I am learning convergence of sequence of functions in $\mathbb{R}$ and I would like to show the following:

Define $f_n : (0,1) \rightarrow \mathbb{R}, f_n(x)=\log nx$. Then $\{f_n(x)\}$does not convergent to any function pointwisely.

I know that uniform convergence implies pointwise convergence. But this does not help in my case. Then how do I make use of the definition to show the above:

$\{f_n(x): S\subset \mathbb{R} \rightarrow \mathbb{R}\}$ converges to $f(x)$ pointwisely iff for all $c\in S$, for all $\epsilon$, there exists $N=N(x,\epsilon)>0$ such that $|f_n(x)-f(x)|<\epsilon$ for all $n \geq N$.

Any help would be appreciated.

  • 2
    $\begingroup$ $\log(nx)=\log n+\log x$; what is $\lim_{n\to\infty}\log(nx)$? $\endgroup$ – egreg Nov 26 '14 at 8:07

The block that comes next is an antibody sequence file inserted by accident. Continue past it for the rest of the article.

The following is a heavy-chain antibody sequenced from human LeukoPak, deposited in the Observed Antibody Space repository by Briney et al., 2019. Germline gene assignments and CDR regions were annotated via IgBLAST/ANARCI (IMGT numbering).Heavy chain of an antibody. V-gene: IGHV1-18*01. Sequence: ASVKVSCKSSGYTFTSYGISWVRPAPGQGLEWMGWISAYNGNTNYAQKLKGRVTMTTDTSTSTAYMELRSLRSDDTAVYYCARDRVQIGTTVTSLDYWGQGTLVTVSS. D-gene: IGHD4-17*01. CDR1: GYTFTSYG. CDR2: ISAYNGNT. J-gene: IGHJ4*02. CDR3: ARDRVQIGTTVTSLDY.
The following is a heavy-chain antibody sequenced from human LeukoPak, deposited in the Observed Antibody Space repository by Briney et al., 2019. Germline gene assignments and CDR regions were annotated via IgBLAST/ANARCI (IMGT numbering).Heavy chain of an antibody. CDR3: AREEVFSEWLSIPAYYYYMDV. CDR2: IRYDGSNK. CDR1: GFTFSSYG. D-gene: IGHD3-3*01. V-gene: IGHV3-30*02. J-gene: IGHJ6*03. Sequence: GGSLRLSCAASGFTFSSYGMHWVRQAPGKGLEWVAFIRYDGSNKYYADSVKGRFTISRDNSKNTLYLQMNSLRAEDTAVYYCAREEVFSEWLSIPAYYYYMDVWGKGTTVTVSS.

• 1
    $\begingroup$ Even when fixing a point $x\in (0,1)$, the sequence $(\log (nx))_{n=1}^\infty$ does not converges. $\endgroup$ – user99914 Nov 26 '14 at 8:08
  • $\begingroup$ For any $x$ in $(0,1)$, $nx$ goes to $\infty$ and so does $\log nx$ (the $\log$ is an unbounded function). $\endgroup$ – Yves Daoust Nov 26 '14 at 8:46

Pointwise convergence at $x\in(0,1)$ means that $$ \lim_{n\to\infty}f_n(x) $$ exists and is finite. But, for any $x>0$, $$ \log(nx)=\log n+\log x $$ so $$ \lim_{n\to\infty}f_n(x)=\lim_{n\to\infty}(\log n+\log x)=\ldots $$


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